The longer I do PhD, or sometimes more like crawl through, the more aware I am of the incredible people, who pick me up every time I slip and shove me forward on my crawl. This autumn I had a chance to be on the other side and mentor two high-school students. Read more about that experience, communicating science and watch a video from the two week project in a blog originally published at the Karolinska Institutet Researchers Blog.
Image credit: Takashi Hososhima (flickr)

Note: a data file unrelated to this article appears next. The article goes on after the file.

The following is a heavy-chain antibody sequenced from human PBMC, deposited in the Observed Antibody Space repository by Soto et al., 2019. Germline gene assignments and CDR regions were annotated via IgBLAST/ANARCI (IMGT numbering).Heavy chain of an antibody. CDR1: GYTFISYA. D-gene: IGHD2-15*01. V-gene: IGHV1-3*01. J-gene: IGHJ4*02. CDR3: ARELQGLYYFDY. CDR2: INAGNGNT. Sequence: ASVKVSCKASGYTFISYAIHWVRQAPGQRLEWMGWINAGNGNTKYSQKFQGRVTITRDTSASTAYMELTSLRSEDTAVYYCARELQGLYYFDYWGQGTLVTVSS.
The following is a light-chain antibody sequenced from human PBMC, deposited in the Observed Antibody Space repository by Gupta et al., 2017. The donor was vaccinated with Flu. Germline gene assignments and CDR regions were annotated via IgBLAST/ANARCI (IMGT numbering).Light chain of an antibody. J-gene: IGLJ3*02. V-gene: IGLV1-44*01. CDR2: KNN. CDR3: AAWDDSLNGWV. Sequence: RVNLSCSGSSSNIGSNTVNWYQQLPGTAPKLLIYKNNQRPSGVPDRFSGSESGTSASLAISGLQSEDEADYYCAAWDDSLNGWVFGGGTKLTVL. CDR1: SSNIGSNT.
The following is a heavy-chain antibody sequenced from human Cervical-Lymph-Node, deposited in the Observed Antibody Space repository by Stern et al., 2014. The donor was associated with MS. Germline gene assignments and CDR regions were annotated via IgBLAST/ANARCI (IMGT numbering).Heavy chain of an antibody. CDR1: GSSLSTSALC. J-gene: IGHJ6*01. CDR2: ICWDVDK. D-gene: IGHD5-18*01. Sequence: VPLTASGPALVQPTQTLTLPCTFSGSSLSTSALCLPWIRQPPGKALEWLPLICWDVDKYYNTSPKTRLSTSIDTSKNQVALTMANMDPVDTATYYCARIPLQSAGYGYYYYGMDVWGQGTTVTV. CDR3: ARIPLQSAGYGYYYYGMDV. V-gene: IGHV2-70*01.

(In collaboration with Nika Seblova)
I was standing in front of a roomful of high school students, a screenshot of a certain popular bird-slinging game on my slide. I had five minutes to convey my research and
entice them to the Dark Side make them interested in my work and work with me for two weeks. My main pitch was that the certain popular bird-slinging game makes use of the laws of physics to model their fury-fuelled fowl projectile. My group deals with modelling of molecules, which are several order of magnitudes lower in size but Newton’s law of motion applies all the same. Five minutes was up, and then the next mentor went up. Ugh, I missed saying something on that previous point. Maybe that fowl joke was foul?What if no students found the project interesting? We would only…
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